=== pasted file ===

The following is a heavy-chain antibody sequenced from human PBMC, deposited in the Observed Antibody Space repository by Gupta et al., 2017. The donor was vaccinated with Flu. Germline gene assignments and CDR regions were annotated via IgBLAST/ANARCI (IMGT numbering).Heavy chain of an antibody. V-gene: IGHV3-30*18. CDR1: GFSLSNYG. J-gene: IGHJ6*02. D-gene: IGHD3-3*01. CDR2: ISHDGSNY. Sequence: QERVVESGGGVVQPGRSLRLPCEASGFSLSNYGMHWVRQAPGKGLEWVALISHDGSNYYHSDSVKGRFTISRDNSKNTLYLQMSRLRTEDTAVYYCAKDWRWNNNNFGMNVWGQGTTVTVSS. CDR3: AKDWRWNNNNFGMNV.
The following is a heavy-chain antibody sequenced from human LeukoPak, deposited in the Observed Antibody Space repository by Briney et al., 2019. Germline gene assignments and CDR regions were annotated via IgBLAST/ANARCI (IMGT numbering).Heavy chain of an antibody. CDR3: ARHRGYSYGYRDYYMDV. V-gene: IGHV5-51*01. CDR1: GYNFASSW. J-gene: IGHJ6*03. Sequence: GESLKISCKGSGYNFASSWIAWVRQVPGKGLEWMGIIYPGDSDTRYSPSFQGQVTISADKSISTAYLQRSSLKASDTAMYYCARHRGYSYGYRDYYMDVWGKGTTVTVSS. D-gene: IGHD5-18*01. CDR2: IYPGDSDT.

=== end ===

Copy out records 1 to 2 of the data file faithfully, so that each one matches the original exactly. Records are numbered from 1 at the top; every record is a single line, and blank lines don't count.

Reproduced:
The following is a heavy-chain antibody sequenced from human PBMC, deposited in the Observed Antibody Space repository by Gupta et al., 2017. The donor was vaccinated with Flu. Germline gene assignments and CDR regions were annotated via IgBLAST/ANARCI (IMGT numbering).Heavy chain of an antibody. V-gene: IGHV3-30*18. CDR1: GFSLSNYG. J-gene: IGHJ6*02. D-gene: IGHD3-3*01. CDR2: ISHDGSNY. Sequence: QERVVESGGGVVQPGRSLRLPCEASGFSLSNYGMHWVRQAPGKGLEWVALISHDGSNYYHSDSVKGRFTISRDNSKNTLYLQMSRLRTEDTAVYYCAKDWRWNNNNFGMNVWGQGTTVTVSS. CDR3: AKDWRWNNNNFGMNV.
The following is a heavy-chain antibody sequenced from human LeukoPak, deposited in the Observed Antibody Space repository by Briney et al., 2019. Germline gene assignments and CDR regions were annotated via IgBLAST/ANARCI (IMGT numbering).Heavy chain of an antibody. CDR3: ARHRGYSYGYRDYYMDV. V-gene: IGHV5-51*01. CDR1: GYNFASSW. J-gene: IGHJ6*03. Sequence: GESLKISCKGSGYNFASSWIAWVRQVPGKGLEWMGIIYPGDSDTRYSPSFQGQVTISADKSISTAYLQRSSLKASDTAMYYCARHRGYSYGYRDYYMDVWGKGTTVTVSS. D-gene: IGHD5-18*01. CDR2: IYPGDSDT.